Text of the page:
I have wanted to share with you the tool that helped me stay organized as a teacher since…oh… three years ago. But, I never quite got around to it. (Definitely the mark of an organized person.) “What is this tool?” you might be wondering.
TEACHER PLANNER PRINTABLES
Scroll down to the bottom to receive your free download.
Please forgive me for the delay, because I don’t know how I would have survived teaching without these organizational planner printables. Now that I am no longer in the classroom, I still use a slightly modified version of this.
I am going to just give you a quick overview of how I use/used each worksheet.
As you can see, the weekly review is:
- a snapshot of my week
- complete with a calendar
- to-do lists
- a daily task list (things that are not changing week to week)
- a parent contact section.
I created three versions that might appeal to different styles. The top half of the weekly review is a glance of my week. The top row is dedicated to reminders for that day. If I get an email with a reminder that we have a fire drill on Thursday, then I would write it in at the top, so it doesn’t get lost amongst the other to-dos. Before school is where I might write something that has to be done before students arrive. If you don’t have a handy dandy first period planning period, then you know what I mean – perhaps you still need to print off modified versions of a unit test, or like me, you needed to pick up attendance clipboards.
Then, my calendar space gets more flexible. I have a section to place any meetings or commitments that occur on specific days during specific conference/planning times. I have a category for lunch, too, because I would always forget that I had lunch detention duty on Tuesdays. Because meetings and duties are often scheduled after school, I have a section for that, as well.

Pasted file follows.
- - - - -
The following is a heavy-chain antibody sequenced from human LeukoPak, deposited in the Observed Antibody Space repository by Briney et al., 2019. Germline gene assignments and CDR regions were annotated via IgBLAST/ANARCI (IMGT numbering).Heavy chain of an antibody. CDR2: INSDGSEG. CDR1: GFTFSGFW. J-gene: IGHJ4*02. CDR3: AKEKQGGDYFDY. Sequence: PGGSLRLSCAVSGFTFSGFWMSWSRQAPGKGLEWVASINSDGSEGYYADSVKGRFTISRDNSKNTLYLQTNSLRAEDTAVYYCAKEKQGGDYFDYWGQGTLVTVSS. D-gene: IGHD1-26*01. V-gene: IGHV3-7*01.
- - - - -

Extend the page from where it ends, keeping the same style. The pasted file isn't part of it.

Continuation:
On Monday mornings, I look at my Outlook calendar to check to see if I have any ARD meetings or any other commitments during my planning period or after school, and then I write those in for the week.
Daily Tasks List
Since preparing lessons and making copies will always be items on my to-do lists, it seems bizarre to write them in each day. And, for two years, I wrote this as a to-do every. single. day. Instead, I can now just check off when I have accomplished it. This is where you might include grading, updating mastery trackers, or responding to emails.
There is no task too small to place in this section. I write anything down that I think to do. I write down any people I need to follow up with, supplies I need to request, items I need to remember to bring home, teachers I need to observe, and students I need to whom I need to write notes. Anything that can be accomplished during that week goes on the list. And anything that doesn’t get accomplished gets added to the next week’s list until it is done.
Simply put – which student needs a positive phone call home? What parents need to be updated concerning their students’ grades or behavior? Since I filed all of my weekly reviews, it was an easy way to track parent contact.
Weekly Tasks (Sticky Note Method) + ANNUAL Big Picture
I tried this method for a few weeks, and I found that it wasn’t for me, but I do think if you are concise, then this is a worksheet for you. Elsie Larson, a blogger, shared that she writes down everything that she needs to get done on a sticky note each day. Anything longer would not actually get done. I attempted this, but I had to write so tiny (proving that teachers do so much!). This worksheet is my version of the sticky note method.
If you do not want your Flexi, planner, or ARC to become really thick with 12-month calendars, then this annual big picture page is for you. I would record school-wide testing dates, my birthday buddy, and field trip dates.
DON’t FORGET + Meeting Notes
As grade level chair, I meet with my grade level team every week about various cultural and logistical needs in sixth grade. Things would always pop into my brain that I needed to bring up to my team, but always in another meeting where it would have been inappropriate for me to open up my laptop and add it to my online agenda. This worksheet allowed me to keep those thoughts from being forgotten discreetly. Maybe you want to discuss something with your department head, but it is not worth writing an email, so on to the thought keeper it goes.
I don’t use this often, but maybe you will. I provided it in the freebie just in case. And I included blank pages without any of the titles, so you can edit to your heart’s content.
Use What Works
These planner printables are a la carte. Pick what you like, use what you need; do not feel like you need to use them all. What I like about these is that they are pretty flexible just like our needs.
Here is to a very organized 2020!